But there are other forms of stereotyping -- think about working mothers, dual-career couples, part-timers, and many other stereotypes that persist, says Schiemann.

"The real issues that leaders should be focused on are performance, innovation, service, quality and employee desires, and that will help bridge any artificial differences," he says.

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2. Add fulfillment training

Fulfillment training is about designing your workforce to take advantage of each person's specific strengths and interests and aligning them with tasks and projects. So, for example, if you have someone who is a great programmer, you put them on tough software problems instead of making them interact with the marketing team or customers.

Don't stop your efforts at diversity and inclusion, which is great for creating awareness, but often doesn't move beyond sensitivity, says Schiemann. That's a mistake. "Help managers and employees develop skills needed to increase fulfillment, which will align and energize people across many different walks of life. In a restaurant chain that we diagnosed a few years ago, we found that great managers were deeply familiar with their people -- who had a sick parent, needed a schedule to work around school, or was dealing with work-life balance issues," Schiemann says. Fulfillment training can help highlight differences and strengths to better address things like who's the best person to interface with customers or whose efficiency is best for certain tasks or roles, he says. That type of insight separates good from bad managers.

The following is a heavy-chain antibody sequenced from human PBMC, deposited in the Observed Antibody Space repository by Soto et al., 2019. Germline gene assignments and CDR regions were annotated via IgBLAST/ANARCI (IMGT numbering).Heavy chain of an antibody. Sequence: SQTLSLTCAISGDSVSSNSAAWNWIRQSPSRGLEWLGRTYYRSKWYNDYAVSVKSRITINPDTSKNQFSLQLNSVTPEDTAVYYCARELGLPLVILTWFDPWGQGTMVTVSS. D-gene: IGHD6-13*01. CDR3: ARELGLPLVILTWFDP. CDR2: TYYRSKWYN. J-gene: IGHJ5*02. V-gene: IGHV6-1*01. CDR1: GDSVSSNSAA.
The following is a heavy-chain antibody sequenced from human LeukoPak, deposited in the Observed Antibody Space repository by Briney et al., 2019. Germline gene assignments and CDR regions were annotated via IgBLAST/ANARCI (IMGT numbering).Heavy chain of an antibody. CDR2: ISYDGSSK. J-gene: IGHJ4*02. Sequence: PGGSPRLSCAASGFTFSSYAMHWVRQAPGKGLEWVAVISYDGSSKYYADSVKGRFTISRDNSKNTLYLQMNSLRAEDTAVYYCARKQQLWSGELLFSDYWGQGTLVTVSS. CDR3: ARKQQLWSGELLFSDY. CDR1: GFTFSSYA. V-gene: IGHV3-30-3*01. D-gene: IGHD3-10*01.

"The great managers are like chefs who combine unique ingredients into a wonderful meal. Weak managers, on the other hand, tend to rule by one-size-fits-all edicts rather than empowering the team to meet customer needs in creative ways," he says.

3. Make time to discuss the issues

It should not be hard to find examples of likely stereotypes that are not true -- a part-timer who is ripping great code, a working mother who is one of the most innovative producers, or a 'youngster' who is strategic and savvy, says Schiemann. "The reverse is also true-a Baby Boomer could be the one who is teaching younger cohorts about technology. Use town halls and other forums to surface the issues. Solutions begin with awareness," he says.